I’ve just come in from working outside. This is an absolutely beautiful Florida spring day-warm, sunny, with a nice breeze. I’ve had cardinals, painted buntings, doves and blue jays on the feeder and yelling at me for disturbing them.
Eggplant, tomatoes and red bell peppers are snug in their 5-gallon pots, freshly fertilized and watered. All the herbs have had some fresh soil and fertilizer worked in around them. Five pineapple plants have fruit on them, and the roses have been fed.
This is my first year to try vegetables in pots, so I’m very hopeful that we will actually have tomatoes that taste like tomatoes this year! I will have to be vigilant as the squirrels are very determined adversaries, and seem to think that I grow things for especially for them!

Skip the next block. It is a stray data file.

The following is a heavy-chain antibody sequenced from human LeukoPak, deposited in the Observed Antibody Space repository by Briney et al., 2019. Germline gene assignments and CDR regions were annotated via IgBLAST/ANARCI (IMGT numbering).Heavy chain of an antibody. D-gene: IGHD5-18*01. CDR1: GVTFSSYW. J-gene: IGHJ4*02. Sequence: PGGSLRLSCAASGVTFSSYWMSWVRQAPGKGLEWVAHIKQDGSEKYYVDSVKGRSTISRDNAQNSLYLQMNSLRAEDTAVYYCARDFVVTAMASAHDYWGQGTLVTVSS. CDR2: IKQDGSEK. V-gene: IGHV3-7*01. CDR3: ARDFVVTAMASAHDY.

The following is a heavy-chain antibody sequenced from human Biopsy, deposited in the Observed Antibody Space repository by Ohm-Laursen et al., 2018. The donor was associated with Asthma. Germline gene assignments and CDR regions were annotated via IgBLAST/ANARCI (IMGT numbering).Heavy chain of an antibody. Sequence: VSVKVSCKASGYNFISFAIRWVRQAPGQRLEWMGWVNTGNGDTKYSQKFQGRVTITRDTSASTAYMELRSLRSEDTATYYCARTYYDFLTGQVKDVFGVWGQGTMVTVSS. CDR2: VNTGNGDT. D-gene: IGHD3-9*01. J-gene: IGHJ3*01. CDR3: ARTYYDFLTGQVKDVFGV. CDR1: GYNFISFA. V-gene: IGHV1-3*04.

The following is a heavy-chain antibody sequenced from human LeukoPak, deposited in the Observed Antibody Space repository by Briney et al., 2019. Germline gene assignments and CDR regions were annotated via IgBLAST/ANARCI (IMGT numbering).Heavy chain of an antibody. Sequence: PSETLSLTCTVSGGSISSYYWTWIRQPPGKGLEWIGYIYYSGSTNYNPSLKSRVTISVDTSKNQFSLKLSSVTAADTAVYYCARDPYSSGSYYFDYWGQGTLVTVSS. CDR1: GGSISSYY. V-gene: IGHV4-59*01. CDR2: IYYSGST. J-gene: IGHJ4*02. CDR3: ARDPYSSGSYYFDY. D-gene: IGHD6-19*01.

Having grown up in the midwest, this is the time of year that I miss the spring flowers: crocus, tulips, forsythia, lilies of the valley, lilacs, etc. However, my roses and hibiscus are blooming, my herbs and pineapples doing beautifully, and the frangipani are bursting with leaves while I watch. The tropical wisteria has bloomed gorgeously already and is beginning to bloom again. Here is a picture of it at it’s very best from a couple of springs ago:
My garden is definitely not the same as the northern gardens I grew up with, or the English gardens I love to see. However, the pleasures are the same, especially at this time of year. There is something special about working with plants in the spring sunshine, a continuation from the past. From time immemorial, planting in the spring has been a hopeful activity, a celebration of the end of winter looking forward to the harvest to come.